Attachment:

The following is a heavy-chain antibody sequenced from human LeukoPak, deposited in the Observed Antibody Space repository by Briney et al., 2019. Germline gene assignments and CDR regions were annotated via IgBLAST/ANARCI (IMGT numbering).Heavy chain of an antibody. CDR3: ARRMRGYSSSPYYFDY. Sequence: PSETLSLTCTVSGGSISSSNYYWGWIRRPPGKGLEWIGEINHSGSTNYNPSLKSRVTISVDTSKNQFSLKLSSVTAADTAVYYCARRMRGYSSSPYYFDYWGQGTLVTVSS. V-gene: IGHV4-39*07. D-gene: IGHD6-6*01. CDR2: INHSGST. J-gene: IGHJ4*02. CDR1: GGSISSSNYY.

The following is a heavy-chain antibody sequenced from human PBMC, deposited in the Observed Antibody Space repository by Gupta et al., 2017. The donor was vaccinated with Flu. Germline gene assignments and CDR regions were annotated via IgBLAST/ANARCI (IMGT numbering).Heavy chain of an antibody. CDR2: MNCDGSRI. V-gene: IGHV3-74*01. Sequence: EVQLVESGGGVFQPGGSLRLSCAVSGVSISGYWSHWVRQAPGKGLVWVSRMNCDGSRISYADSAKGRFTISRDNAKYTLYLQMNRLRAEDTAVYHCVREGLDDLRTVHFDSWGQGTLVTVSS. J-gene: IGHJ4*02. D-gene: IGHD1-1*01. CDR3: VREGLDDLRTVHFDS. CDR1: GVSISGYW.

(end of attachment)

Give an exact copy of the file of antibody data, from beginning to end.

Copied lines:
The following is a heavy-chain antibody sequenced from human LeukoPak, deposited in the Observed Antibody Space repository by Briney et al., 2019. Germline gene assignments and CDR regions were annotated via IgBLAST/ANARCI (IMGT numbering).Heavy chain of an antibody. CDR3: ARRMRGYSSSPYYFDY. Sequence: PSETLSLTCTVSGGSISSSNYYWGWIRRPPGKGLEWIGEINHSGSTNYNPSLKSRVTISVDTSKNQFSLKLSSVTAADTAVYYCARRMRGYSSSPYYFDYWGQGTLVTVSS. V-gene: IGHV4-39*07. D-gene: IGHD6-6*01. CDR2: INHSGST. J-gene: IGHJ4*02. CDR1: GGSISSSNYY.

The following is a heavy-chain antibody sequenced from human PBMC, deposited in the Observed Antibody Space repository by Gupta et al., 2017. The donor was vaccinated with Flu. Germline gene assignments and CDR regions were annotated via IgBLAST/ANARCI (IMGT numbering).Heavy chain of an antibody. CDR2: MNCDGSRI. V-gene: IGHV3-74*01. Sequence: EVQLVESGGGVFQPGGSLRLSCAVSGVSISGYWSHWVRQAPGKGLVWVSRMNCDGSRISYADSAKGRFTISRDNAKYTLYLQMNRLRAEDTAVYHCVREGLDDLRTVHFDSWGQGTLVTVSS. J-gene: IGHJ4*02. D-gene: IGHD1-1*01. CDR3: VREGLDDLRTVHFDS. CDR1: GVSISGYW.